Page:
Stroll down the highways and cul-de-sacs of Tulsa, Oklahoma, today, and you will meet people who are involved in the aerospace industry, logistics, energy, health care and manufacturing of electrical equipment. While about 403,000 people call the city home today, it was not very long ago that it was a sleepy little town. Here is a little Tulsa history that you might want to know.

The historic Creek Nation in Georgia and Alabama was seized by Benjamin Perryman who moved 20,000 Creek Native Americans to the area. They quickly negotiated contracts with the Cherokee and deposited ashes from the last council fire near present-day Eighteenth Street.

Benjamin’s grandson George Perryman established a 20,000-acre where the southern part of the city is located today. On this ranch, he raised about 3,000 longhorn cattle along with the help of Creek Indians. On March 25, 1879, a post office opened on the ranch. The small farming community was called Tulsey Town in those early years. Unlike Hollywood would have you believe, the Perryman’s who were half-Creek was very gracious to everyone with George’s wife often preparing community feasts enjoyed by all. She often kept up to 30 orphans in her home.

In 1882, the Frisco Railroad arrived to help Perryman get his cattle to market easier, and the post office was moved about four miles by another of Benjamin Perryman’s grandsons who opened a mercantile store there. He was replaced by James H. Hall in 1889 When the first telephone service was initiated in the same year, there were only about 80 families in the farming community.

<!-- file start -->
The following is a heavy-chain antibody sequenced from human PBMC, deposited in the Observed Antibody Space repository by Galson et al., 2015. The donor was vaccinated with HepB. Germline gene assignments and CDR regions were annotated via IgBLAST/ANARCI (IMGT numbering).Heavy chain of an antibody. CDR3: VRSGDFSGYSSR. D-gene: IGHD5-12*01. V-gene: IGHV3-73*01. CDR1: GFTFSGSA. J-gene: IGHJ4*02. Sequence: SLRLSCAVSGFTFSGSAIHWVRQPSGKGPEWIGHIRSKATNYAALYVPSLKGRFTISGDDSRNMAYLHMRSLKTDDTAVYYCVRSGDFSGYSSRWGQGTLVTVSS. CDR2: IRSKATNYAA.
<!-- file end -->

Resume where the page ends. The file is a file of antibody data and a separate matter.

Fast forward just 11 years and in 1901 oil was discovered just southwest of the community. At that time, it was the largest oil find in the world, and soon many investors moved to the once sleepy community to take advantage of the black gold. The telephone directory lists more than 125 oil companies by the time that Oklahoma became a state in 1907.

Not only did many Native Americans and whites find wealth and prosperity in this city that quickly grew to be known as the oil capital of the United States, so did many black people who often settled in the Greenwood neighborhood. Many people who settled here became black multimillionaire entrepreneurs to the envy of white people surrounding them. On May 30, 1921, pastor Dick Rowland stepped onto an elevator operated by white 17-year-old Sarah Page.

No one will ever know what happened on the elevator, but Page insists that Rowland raped her. A white angry mob went to Greenwood and the result was that 300 blacks were murdered. The riots only stopped when firebombs were dropped on the neighborhood resulting in many people losing their property. Yet, within 20 years, much of the neighborhood was rebuilt without any government assistance.

Tulsa has a very colorful history. It started out as an Indian reservation with a very successful cattle ranch, grew quickly after oil was discovered and was the home of one of the worst race riots in the nation. Today, people of all colors find the city a wonderful place to call home.